August 2018

August 2018

The Purpose of Documentation

The “Why” is Important

As providers strive to adhere to compliance standards, there has been a rising concern over how this affects patient record documentation. Even seasoned doctors become frustrated with the many required pieces of documenting patient care. It is no longer acceptable to simply treat the patient as you see fit and note the date that the patient was seen in the office. And it shouldn’t be.

There is an old saying… “If it’s not included in the medical record, it never happened.”

The patient’s medical record is a legal document, and as such, should be able to withstand scrutiny. It provides a detailed, and accurate account of every aspect of the patient’s care while in your office. There are several reasons behind the documentation requirements, but we chose to simplify it by focusing on what we consider to be the three main purposes of documentation:

  • To contribute to and provide a record of quality patient care
  • To secure appropriate reimbursement based on requirements
  • To provide an accurate record of what happened

National Committee for Quality Assurance Guidelines

Now that we know why we document, let’s briefly review what is required. The National Committee for Quality Assurance (NCQA) set the guidelines for what is considered proper medical record documentation. Their list contains twenty-one (21) different commonly accepted components; the list below indicates the minimum requirements:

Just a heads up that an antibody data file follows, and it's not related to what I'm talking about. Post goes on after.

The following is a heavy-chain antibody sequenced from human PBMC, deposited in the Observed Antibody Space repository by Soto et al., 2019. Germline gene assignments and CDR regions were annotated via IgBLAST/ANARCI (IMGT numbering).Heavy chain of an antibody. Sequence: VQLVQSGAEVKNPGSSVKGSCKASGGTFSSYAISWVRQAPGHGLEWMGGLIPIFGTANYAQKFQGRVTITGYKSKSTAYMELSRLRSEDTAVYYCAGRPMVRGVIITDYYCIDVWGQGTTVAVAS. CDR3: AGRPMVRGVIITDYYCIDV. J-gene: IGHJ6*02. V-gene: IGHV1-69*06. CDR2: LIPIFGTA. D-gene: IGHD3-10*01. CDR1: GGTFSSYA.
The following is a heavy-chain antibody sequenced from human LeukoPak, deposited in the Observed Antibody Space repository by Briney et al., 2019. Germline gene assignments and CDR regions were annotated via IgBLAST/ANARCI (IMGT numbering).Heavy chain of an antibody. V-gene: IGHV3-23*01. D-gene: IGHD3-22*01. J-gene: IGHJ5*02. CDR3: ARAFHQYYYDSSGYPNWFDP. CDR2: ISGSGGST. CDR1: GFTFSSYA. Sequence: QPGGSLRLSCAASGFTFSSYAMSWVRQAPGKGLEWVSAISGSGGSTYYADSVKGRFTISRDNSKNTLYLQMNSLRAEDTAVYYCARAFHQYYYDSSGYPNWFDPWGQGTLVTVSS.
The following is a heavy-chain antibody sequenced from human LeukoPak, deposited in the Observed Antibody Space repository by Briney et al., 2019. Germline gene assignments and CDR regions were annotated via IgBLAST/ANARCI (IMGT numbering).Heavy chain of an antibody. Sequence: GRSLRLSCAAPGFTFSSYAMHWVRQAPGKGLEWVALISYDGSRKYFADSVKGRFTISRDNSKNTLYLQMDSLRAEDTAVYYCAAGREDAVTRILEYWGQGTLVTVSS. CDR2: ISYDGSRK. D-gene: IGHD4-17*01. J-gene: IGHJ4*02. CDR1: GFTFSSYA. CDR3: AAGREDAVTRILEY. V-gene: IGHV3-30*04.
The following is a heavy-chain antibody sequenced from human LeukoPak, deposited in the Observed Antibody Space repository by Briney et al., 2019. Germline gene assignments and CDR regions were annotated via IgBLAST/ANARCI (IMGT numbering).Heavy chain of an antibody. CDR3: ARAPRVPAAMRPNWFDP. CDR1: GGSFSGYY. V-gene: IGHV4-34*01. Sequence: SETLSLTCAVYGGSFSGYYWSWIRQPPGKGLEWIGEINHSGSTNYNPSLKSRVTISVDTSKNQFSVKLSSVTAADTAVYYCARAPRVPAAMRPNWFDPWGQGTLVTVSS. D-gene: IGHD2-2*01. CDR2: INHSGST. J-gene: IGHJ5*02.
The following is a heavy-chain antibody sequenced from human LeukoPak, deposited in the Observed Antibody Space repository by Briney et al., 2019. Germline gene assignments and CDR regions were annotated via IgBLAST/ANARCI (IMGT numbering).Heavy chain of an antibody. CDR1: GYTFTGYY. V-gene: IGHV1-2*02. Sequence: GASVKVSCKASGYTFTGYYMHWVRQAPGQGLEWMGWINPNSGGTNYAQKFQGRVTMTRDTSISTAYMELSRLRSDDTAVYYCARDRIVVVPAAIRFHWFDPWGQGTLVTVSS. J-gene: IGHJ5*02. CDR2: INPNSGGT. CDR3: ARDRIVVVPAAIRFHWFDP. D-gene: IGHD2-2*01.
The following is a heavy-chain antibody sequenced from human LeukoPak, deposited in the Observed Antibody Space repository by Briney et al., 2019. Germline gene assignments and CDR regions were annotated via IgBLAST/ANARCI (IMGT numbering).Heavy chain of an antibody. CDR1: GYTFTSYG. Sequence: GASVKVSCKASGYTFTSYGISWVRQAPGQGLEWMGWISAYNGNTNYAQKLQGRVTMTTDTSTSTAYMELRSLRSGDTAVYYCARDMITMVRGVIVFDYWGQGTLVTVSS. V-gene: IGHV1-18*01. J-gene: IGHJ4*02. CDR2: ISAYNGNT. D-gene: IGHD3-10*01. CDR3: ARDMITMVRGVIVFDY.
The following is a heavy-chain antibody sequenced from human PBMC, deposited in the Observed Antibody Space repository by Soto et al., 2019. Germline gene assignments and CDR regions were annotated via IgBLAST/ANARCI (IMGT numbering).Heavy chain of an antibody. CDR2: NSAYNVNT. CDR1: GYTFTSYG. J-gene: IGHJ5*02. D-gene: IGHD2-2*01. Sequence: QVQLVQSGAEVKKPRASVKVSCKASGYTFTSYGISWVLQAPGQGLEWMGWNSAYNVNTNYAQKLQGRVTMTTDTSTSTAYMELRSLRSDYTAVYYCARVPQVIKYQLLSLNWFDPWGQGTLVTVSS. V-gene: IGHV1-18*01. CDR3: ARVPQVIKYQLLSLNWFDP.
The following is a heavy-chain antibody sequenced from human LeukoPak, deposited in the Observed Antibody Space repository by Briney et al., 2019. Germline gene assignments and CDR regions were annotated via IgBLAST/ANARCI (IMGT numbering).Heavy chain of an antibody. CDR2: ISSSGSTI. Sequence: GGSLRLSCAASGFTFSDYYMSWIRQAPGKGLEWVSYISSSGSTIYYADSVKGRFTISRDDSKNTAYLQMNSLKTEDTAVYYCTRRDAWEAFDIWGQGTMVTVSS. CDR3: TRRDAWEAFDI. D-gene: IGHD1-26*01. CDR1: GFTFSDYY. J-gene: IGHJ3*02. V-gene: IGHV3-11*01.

• Patient Identification
  • Personal/Biographical data
  • Provider Identification
  • Entry Date
  • Legibility
  • Problem List
  • Allergies
  • Past Medical History
  • Physical Exam
  • Smoking/Alcohol/Substance abuse
  • History and Physical
  • Working Diagnosis
  • Plant/Treatment
  • Patient Education/Instructions
  • Consults/X-ray/Imaging Reports/Referral Records
  • Follow Up/Clearly documented return visits
  • Clear Case Management

Indicators of Poor Documentation

To avoid raising red flags with your documentation, it is best practice to strive to be as neat, accurate, and concise as possible the first time around. Some indications of poor documentation include:

  • Pencil/white-out/erasures
  • Illegible documents
  • Non-standard abbreviations
  • Missing dates
  • Absence of signatures
  • Blank/Incomplete spaces
  • Missing identifying information on each page
  • Undocumented consents
  • Colored ink (other than black/blue)

Correcting Documentation Errors

Addendums to notes are necessary at times under the appropriate circumstances, and within a timely period. However, these additions should be made to improve the accuracy of the record, not to change it. Remember, some corrections are permitted. Strike one line through it (not multiple lines or scribbles), make your correction, and authorize any change with your initials and the date it took place. Strive to make your documentation read like a book. The easier a chart is to read, the better it will be upheld under scrutiny.

Do you need help implementing a documentation system that is personalized and easy to use? The Paperwork Project can help